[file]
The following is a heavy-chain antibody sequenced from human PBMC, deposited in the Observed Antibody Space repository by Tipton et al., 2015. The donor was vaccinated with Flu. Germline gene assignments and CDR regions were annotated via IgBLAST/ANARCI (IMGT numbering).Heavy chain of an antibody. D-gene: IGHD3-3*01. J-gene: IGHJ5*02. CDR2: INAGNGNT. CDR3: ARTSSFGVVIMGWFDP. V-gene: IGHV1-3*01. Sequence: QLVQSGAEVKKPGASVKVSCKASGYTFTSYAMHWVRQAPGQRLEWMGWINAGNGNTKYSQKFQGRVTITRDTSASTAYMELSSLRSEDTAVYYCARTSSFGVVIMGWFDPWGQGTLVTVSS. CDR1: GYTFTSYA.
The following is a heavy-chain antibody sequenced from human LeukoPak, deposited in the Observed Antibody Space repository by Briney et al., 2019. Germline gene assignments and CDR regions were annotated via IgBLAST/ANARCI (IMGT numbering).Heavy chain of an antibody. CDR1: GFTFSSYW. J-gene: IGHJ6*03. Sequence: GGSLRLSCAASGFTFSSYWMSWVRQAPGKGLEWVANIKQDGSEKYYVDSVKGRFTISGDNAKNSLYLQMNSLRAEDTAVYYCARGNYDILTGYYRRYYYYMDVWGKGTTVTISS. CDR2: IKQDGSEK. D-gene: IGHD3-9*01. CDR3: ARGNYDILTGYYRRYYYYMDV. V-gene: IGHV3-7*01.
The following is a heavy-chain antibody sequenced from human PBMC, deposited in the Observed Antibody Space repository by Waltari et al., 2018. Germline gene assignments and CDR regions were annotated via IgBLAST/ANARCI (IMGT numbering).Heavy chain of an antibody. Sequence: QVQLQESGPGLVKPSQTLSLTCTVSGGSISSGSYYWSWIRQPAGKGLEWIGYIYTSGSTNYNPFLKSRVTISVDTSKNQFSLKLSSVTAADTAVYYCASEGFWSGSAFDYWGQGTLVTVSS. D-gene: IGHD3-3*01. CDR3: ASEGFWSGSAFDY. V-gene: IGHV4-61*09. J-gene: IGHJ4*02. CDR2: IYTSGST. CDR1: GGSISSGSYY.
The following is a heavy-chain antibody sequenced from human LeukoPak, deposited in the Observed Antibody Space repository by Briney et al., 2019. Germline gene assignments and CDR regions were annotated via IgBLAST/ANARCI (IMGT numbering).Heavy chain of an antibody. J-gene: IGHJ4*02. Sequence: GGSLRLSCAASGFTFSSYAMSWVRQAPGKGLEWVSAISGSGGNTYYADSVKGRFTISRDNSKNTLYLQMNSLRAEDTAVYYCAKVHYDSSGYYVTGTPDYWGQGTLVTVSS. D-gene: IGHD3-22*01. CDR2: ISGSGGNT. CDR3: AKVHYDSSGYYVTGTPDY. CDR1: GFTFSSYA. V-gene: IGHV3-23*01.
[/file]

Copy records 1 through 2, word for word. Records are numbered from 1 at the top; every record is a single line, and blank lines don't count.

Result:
The following is a heavy-chain antibody sequenced from human PBMC, deposited in the Observed Antibody Space repository by Tipton et al., 2015. The donor was vaccinated with Flu. Germline gene assignments and CDR regions were annotated via IgBLAST/ANARCI (IMGT numbering).Heavy chain of an antibody. D-gene: IGHD3-3*01. J-gene: IGHJ5*02. CDR2: INAGNGNT. CDR3: ARTSSFGVVIMGWFDP. V-gene: IGHV1-3*01. Sequence: QLVQSGAEVKKPGASVKVSCKASGYTFTSYAMHWVRQAPGQRLEWMGWINAGNGNTKYSQKFQGRVTITRDTSASTAYMELSSLRSEDTAVYYCARTSSFGVVIMGWFDPWGQGTLVTVSS. CDR1: GYTFTSYA.
The following is a heavy-chain antibody sequenced from human LeukoPak, deposited in the Observed Antibody Space repository by Briney et al., 2019. Germline gene assignments and CDR regions were annotated via IgBLAST/ANARCI (IMGT numbering).Heavy chain of an antibody. CDR1: GFTFSSYW. J-gene: IGHJ6*03. Sequence: GGSLRLSCAASGFTFSSYWMSWVRQAPGKGLEWVANIKQDGSEKYYVDSVKGRFTISGDNAKNSLYLQMNSLRAEDTAVYYCARGNYDILTGYYRRYYYYMDVWGKGTTVTISS. CDR2: IKQDGSEK. D-gene: IGHD3-9*01. CDR3: ARGNYDILTGYYRRYYYYMDV. V-gene: IGHV3-7*01.